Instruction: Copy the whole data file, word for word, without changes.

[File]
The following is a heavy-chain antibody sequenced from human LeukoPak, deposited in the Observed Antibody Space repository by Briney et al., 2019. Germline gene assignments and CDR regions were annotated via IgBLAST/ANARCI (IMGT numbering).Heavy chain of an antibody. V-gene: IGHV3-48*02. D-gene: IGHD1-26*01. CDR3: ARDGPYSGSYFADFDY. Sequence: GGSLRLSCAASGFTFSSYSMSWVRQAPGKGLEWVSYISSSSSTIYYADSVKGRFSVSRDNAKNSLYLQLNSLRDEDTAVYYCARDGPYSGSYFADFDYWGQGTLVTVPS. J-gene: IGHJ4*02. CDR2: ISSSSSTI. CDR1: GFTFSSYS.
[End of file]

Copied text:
The following is a heavy-chain antibody sequenced from human LeukoPak, deposited in the Observed Antibody Space repository by Briney et al., 2019. Germline gene assignments and CDR regions were annotated via IgBLAST/ANARCI (IMGT numbering).Heavy chain of an antibody. V-gene: IGHV3-48*02. D-gene: IGHD1-26*01. CDR3: ARDGPYSGSYFADFDY. Sequence: GGSLRLSCAASGFTFSSYSMSWVRQAPGKGLEWVSYISSSSSTIYYADSVKGRFSVSRDNAKNSLYLQLNSLRDEDTAVYYCARDGPYSGSYFADFDYWGQGTLVTVPS. J-gene: IGHJ4*02. CDR2: ISSSSSTI. CDR1: GFTFSSYS.